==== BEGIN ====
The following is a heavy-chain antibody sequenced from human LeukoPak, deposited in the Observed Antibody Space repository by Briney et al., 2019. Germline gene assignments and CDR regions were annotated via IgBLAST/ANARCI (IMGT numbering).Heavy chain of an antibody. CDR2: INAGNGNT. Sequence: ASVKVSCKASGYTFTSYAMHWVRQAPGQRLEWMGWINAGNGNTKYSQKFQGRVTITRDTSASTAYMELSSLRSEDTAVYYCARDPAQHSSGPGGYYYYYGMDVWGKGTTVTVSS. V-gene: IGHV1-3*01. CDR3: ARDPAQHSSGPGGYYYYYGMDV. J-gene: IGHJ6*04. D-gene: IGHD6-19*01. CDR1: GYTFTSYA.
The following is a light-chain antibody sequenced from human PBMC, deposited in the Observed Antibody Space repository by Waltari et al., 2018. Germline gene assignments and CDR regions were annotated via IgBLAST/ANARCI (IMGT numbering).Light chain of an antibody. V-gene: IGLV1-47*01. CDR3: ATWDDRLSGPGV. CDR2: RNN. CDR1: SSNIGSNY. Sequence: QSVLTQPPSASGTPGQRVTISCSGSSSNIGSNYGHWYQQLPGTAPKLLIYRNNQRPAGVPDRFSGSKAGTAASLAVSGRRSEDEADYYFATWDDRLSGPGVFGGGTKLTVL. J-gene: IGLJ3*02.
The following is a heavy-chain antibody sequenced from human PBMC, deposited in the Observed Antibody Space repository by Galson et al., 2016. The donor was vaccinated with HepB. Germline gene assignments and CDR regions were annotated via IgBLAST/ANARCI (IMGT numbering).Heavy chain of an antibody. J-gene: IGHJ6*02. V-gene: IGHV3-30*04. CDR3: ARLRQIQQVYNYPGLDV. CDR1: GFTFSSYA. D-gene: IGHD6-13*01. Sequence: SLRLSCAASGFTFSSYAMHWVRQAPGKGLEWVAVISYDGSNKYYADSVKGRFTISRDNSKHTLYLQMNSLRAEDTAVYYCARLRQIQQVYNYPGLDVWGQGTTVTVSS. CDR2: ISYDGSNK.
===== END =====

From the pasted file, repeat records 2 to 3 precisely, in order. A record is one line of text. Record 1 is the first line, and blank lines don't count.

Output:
The following is a light-chain antibody sequenced from human PBMC, deposited in the Observed Antibody Space repository by Waltari et al., 2018. Germline gene assignments and CDR regions were annotated via IgBLAST/ANARCI (IMGT numbering).Light chain of an antibody. V-gene: IGLV1-47*01. CDR3: ATWDDRLSGPGV. CDR2: RNN. CDR1: SSNIGSNY. Sequence: QSVLTQPPSASGTPGQRVTISCSGSSSNIGSNYGHWYQQLPGTAPKLLIYRNNQRPAGVPDRFSGSKAGTAASLAVSGRRSEDEADYYFATWDDRLSGPGVFGGGTKLTVL. J-gene: IGLJ3*02.
The following is a heavy-chain antibody sequenced from human PBMC, deposited in the Observed Antibody Space repository by Galson et al., 2016. The donor was vaccinated with HepB. Germline gene assignments and CDR regions were annotated via IgBLAST/ANARCI (IMGT numbering).Heavy chain of an antibody. J-gene: IGHJ6*02. V-gene: IGHV3-30*04. CDR3: ARLRQIQQVYNYPGLDV. CDR1: GFTFSSYA. D-gene: IGHD6-13*01. Sequence: SLRLSCAASGFTFSSYAMHWVRQAPGKGLEWVAVISYDGSNKYYADSVKGRFTISRDNSKHTLYLQMNSLRAEDTAVYYCARLRQIQQVYNYPGLDVWGQGTTVTVSS. CDR2: ISYDGSNK.